Montreal Symphony works to fine tune new concert hall

Posted on: September 15, 2011

In Thursday’s (9/15) Gazette (Montreal), Arthur Kaptainis writes, “Acoustics might not be a game of inches, but metres make a difference. The reflectors over the stage of the new hall, raised high for the opening, were significantly lower on Tuesday night for the first regular OSM subscription concert of 2011-2012. Curtains in the rear corners were also drawn, presumably in the interests of dampening reverberation. All of which was interesting, as the main offering was Olivier Messiaen’s Turangalîla Symphony, one of the biggest, noisiest and wackiest scores in circulation. If any purely orchestral work requires breathing room, this extravaganza for more than 100 players is it. … While there were traces of fortissimo congestion here and there in the 75-minute performance, the overall image was appreciably more lucid. Piano flourishes (luxury casting: Angela Hewitt, playing a Fazioli) stood apart from the mass in satisfactory relief while the seductive wobbles of the Ondes Martenot (as summoned up by Jean Laurendeau, a noted master of this electronic keyboard instrument) were smoothly integrated into the texture. Thwacks on the bass drum had a nice ring. And however exuberant and exotic the sonic blasts, the spirit of forward momentum—the pulse—did not lapse. This was, of course, a credit to [Music Director Kent] Nagano and the orchestra as well as the acoustical surroundings.”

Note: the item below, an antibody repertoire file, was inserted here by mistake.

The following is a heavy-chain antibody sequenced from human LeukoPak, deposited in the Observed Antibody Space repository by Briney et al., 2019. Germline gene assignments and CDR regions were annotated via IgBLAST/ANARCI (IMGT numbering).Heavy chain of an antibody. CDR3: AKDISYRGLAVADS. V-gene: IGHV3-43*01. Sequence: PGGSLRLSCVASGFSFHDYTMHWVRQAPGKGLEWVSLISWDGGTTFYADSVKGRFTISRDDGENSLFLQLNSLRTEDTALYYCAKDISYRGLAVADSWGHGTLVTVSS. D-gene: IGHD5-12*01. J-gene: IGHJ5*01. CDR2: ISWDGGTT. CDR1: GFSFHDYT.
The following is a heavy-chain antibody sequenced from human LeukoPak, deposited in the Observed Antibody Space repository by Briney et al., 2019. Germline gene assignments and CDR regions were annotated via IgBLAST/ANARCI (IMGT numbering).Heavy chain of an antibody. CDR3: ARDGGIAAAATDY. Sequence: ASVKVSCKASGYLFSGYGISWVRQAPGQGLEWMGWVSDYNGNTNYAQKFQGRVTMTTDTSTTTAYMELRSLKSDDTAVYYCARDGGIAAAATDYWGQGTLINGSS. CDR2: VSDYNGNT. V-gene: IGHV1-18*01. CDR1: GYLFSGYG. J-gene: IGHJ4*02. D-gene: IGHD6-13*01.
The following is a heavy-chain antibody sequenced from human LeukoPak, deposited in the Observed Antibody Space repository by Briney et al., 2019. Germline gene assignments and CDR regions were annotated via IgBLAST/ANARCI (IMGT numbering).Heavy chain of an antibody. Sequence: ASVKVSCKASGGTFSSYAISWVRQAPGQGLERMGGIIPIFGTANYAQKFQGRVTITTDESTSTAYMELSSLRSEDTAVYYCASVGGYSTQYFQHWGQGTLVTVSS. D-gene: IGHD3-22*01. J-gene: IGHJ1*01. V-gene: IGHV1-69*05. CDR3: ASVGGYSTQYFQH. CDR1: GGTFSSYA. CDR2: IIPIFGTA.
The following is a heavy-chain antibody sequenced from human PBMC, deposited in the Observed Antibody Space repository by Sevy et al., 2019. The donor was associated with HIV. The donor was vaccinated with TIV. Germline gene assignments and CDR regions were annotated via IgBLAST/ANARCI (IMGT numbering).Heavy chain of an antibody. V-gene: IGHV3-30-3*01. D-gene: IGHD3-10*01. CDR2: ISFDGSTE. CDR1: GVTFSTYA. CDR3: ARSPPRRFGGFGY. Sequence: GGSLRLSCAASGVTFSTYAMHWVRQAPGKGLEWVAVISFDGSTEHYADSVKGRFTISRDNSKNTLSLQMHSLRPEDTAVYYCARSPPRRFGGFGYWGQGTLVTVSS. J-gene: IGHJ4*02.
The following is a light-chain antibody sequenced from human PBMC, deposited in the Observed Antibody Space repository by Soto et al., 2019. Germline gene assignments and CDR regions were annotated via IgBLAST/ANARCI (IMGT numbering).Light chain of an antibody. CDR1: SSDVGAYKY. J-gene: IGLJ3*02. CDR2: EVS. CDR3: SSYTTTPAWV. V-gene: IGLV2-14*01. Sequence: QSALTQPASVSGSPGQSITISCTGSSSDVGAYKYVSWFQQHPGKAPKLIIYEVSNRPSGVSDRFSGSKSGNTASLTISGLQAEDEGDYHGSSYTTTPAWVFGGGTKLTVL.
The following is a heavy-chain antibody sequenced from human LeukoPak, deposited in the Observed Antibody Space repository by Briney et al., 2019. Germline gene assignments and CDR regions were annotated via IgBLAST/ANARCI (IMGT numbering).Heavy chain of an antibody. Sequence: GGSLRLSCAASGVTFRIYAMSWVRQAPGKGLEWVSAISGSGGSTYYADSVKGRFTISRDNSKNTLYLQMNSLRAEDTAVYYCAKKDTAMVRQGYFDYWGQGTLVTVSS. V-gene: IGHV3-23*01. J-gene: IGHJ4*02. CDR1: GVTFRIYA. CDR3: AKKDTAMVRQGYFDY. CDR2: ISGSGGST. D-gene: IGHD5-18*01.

Posted September 15, 2011